Sunday, May 17, 2009

Language Lessons from an Elevator

Japanese are studious. English is compulsory. I let these two bits of my pre-departure knowledge of Japan fog the real need for tackling the language. I recall trying to fumble "konichiwa" to myself on the plane, which was on a word list in the on board flight magazine. The screech it set off in my mind was enough for me to close that idea while we were still on the tarmac. I proceeded to spend August '94 believing that everywhere I went, everyone was playing a joke on me. They don't know what they are saying. They are doing this to make the typical ethnocentric American think they are really communicating. It sounded that nonsensical and impossible to me.

My job was to teach English and attend to international related duties at the city board of education. The board of education office was on the 4th floor of a building that housed I have no idea what else. My world was about surviving the adventure of the day. It was a public facility. I took the elevator to the fourth floor. My Japanese knowledge was founded on this 17 second ride. "Doa ga shimarimasu, go chui kudasai," the high pitched operator tone recording would shriek when the doors closed. I could repeat that in perfect harmony (well, perfect monotone as the language sounds). Unfortunately this ego trip did little to help me navigate a ramen shop menu, or complete a transition at the post office. In fact, I don't recall a time in 14 plus years that, "Please be careful, the doors are shutting" have helped me an any Japanese conversation. Thanks to the elevator repeat after me lesson, I added to my bank of 6 well pronounced words by standing on the train platform: I could also do a pretty mean, "In just a minute, a train will be approaching platform 1, so please be careful." Again, I wasn't exactly on board the bullet train to mastering the language with this stock of mimicry, but it did speak to me, in the sense that, I do have the gift of imitating, and it was these recordings brought me to the starting gates of formal Japanese lessons.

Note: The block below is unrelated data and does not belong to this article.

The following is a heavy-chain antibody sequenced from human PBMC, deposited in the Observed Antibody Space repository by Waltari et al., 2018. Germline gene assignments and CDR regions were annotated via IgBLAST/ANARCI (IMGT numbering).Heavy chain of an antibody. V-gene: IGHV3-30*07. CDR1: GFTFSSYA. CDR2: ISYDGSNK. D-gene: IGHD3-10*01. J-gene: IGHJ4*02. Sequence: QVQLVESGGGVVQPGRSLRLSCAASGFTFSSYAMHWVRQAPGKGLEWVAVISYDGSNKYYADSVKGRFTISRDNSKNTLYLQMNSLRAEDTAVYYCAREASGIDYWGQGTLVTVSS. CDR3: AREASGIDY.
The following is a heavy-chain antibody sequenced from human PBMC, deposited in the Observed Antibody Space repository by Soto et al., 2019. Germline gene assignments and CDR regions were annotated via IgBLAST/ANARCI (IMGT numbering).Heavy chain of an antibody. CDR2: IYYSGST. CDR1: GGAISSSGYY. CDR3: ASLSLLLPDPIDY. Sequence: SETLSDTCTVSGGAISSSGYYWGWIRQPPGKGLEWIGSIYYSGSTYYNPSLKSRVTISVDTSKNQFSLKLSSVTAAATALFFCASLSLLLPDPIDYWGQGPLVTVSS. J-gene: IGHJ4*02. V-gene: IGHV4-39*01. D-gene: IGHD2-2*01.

My background of having studied, worked and lived in France, and then having taught French in Ohio, resulted in overly high expectations of myself in language. It took me a full month get a head above in the language, and no longer just stand a head above of the natives on the elevators and trains.

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